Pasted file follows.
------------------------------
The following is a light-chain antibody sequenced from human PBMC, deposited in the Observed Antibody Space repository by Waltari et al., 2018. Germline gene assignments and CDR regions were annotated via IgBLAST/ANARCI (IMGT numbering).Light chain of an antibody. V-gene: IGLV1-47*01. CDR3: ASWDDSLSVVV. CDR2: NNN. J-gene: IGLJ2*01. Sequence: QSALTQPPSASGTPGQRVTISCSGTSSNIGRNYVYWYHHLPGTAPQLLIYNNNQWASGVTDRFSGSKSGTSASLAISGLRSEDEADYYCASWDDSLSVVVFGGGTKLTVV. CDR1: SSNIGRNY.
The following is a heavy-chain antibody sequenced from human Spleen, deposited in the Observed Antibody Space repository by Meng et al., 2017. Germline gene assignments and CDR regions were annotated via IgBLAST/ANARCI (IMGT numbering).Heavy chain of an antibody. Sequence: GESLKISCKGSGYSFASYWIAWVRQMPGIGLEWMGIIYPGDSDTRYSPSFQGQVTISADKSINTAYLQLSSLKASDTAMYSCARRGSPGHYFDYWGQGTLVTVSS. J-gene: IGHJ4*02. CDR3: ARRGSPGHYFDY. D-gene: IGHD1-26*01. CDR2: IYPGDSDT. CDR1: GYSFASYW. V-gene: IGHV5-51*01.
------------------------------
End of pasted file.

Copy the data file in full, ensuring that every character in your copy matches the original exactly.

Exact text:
The following is a light-chain antibody sequenced from human PBMC, deposited in the Observed Antibody Space repository by Waltari et al., 2018. Germline gene assignments and CDR regions were annotated via IgBLAST/ANARCI (IMGT numbering).Light chain of an antibody. V-gene: IGLV1-47*01. CDR3: ASWDDSLSVVV. CDR2: NNN. J-gene: IGLJ2*01. Sequence: QSALTQPPSASGTPGQRVTISCSGTSSNIGRNYVYWYHHLPGTAPQLLIYNNNQWASGVTDRFSGSKSGTSASLAISGLRSEDEADYYCASWDDSLSVVVFGGGTKLTVV. CDR1: SSNIGRNY.
The following is a heavy-chain antibody sequenced from human Spleen, deposited in the Observed Antibody Space repository by Meng et al., 2017. Germline gene assignments and CDR regions were annotated via IgBLAST/ANARCI (IMGT numbering).Heavy chain of an antibody. Sequence: GESLKISCKGSGYSFASYWIAWVRQMPGIGLEWMGIIYPGDSDTRYSPSFQGQVTISADKSINTAYLQLSSLKASDTAMYSCARRGSPGHYFDYWGQGTLVTVSS. J-gene: IGHJ4*02. CDR3: ARRGSPGHYFDY. D-gene: IGHD1-26*01. CDR2: IYPGDSDT. CDR1: GYSFASYW. V-gene: IGHV5-51*01.